Breger related that he had appealed to numerous Jewish organizations for financial assistance without luck, as he sought to make the trip a reality. But the Konrad Adenauer Foundation, a think tank affiliated with Germany’s Christian Democratic Union, agreed almost immediately upon being approached.
The delegates were put up in five-star hotels, and sampled German and Polish delicacies at a number of gourmet restaurants. But the trip was physically and emotionally grueling. The experience of grilled fresh flounder followed by a visit to the crematoria only added to the frequent sense of jarring dislocation.
On Monday, August 9, the delegates met in Munich and traveled to nearby Dachau. There they met with Max Mannheimer, a survivor of Auschwitz and Dachau, before being guided through the camp. The visit to Auschwitz, and to Birkenau two days later, included a meeting with Wilhelm Brasse, a non-Jewish survivor of Auschwitz who took photographs inside the camp for the Nazis, including some for Josef Mengele.
The delegates’ level of knowledge about the Holocaust prior to the trip seemed to be fairly low. Some had read up on it online, while others had seen films that depicted horrors of the Nazi period. None, however, was an expert in the subject. Some were visibly shaken by what they saw. The delegates seemed especially affected by seeing the number tattooed on Mannheimer’s arm by the Nazis. They asked things like, “Did you see any of your family members killed?” and, “When did you find out about the crematoria?” As they toured the sites, they posed questions that seemed tinged not with skepticism, but rather with outrage and a desire to understand.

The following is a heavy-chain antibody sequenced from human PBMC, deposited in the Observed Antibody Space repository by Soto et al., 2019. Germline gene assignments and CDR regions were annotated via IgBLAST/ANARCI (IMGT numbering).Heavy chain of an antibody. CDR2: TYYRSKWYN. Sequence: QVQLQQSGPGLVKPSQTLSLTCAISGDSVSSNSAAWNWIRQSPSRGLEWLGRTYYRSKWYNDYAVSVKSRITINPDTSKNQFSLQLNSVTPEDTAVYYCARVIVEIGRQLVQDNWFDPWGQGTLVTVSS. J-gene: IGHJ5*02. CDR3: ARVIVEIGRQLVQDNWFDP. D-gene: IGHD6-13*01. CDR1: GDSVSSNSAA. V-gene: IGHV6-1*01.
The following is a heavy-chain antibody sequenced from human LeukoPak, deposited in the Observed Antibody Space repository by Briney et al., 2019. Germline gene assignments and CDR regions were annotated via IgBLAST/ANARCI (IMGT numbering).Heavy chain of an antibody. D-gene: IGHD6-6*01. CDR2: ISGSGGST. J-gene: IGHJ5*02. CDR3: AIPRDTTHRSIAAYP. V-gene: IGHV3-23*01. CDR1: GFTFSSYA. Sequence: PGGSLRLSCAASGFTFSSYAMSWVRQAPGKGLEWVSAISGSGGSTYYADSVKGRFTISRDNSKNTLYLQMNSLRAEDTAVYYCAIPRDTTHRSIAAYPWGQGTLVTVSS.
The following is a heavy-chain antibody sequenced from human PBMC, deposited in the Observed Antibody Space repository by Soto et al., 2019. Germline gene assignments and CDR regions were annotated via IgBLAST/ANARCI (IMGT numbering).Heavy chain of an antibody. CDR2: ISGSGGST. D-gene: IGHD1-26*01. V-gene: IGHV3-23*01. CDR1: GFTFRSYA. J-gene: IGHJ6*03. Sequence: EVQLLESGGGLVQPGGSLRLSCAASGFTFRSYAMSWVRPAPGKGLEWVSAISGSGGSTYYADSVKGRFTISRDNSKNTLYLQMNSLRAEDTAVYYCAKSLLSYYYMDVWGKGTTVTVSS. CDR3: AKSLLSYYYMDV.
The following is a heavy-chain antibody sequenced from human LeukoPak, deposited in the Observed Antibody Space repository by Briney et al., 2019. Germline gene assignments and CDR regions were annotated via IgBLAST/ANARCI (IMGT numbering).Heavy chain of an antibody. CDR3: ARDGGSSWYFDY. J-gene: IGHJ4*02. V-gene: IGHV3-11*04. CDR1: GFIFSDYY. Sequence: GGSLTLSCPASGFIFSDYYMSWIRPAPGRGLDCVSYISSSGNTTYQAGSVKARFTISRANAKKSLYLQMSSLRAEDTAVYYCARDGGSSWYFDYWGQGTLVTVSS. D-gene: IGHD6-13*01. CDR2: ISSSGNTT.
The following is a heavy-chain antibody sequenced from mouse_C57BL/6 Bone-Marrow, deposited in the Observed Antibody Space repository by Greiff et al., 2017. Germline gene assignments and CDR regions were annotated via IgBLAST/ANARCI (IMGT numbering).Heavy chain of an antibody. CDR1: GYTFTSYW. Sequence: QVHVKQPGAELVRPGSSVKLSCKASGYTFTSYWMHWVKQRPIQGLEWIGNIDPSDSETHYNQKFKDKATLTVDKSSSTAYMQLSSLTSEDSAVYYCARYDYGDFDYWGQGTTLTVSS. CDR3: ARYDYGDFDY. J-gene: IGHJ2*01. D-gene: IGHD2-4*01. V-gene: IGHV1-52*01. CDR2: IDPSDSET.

“These imams all have significant constituents in American Muslim communities as recognized legal scholars, people with mega-mosques, people with radio shows, people on the web, people who reach out to youth,” Breger noted. He said that the Jewish community, in contrast, often looks to engage with Muslims who meet specified criteria but do not have large constituencies.
Indeed, it was not hard to imagine that some of the Muslim delegates might be viewed as imperfect candidates for dialogue by Jews wary of discussions with those they see as Islamists or as prone to extremist views.
Siddiqi, who also serves as chairman of the Fiqh Council of North America, a body that interprets religious law, has gained attention for issuing a Fatwa against suicide bombing. At the same time, he has been criticized for failing to denounce such groups as Hezbollah and Hamas.
Eleven months before the September 11 attack on the World Trade Center, Siddiqi also gave a speech that critics have since used to assail him: “America has to learn, if you remain on the side of injustice, the wrath of God will come. Do you remember that? If you continue doing injustice, the wrath of God will come.”
Nevertheless, mere weeks after 9/11, he condemned the attack strongly, most notably at an interfaith prayer meeting with President Bush in Washington.
In addition to leading the prayer at Dachau, Siddiqi spoke at the wreath-laying ceremony at the Death Wall at Auschwitz-Birkenau, where he quoted a verse from the Quran (similar to the Jewish adage) stating that he who kills one person kills all humanity.
Later that same day, during an audience with the archbishop of Krakow, Stanislaw Dziwisz, Siddiqi was even more forceful. “We came here to witness the place where the most horrible crimes were committed,” he said. “We came here to understand the pain of the Jewish community. This is in order to improve relationships, because you cannot build relationships with people unless you know what they’ve been through,” he said.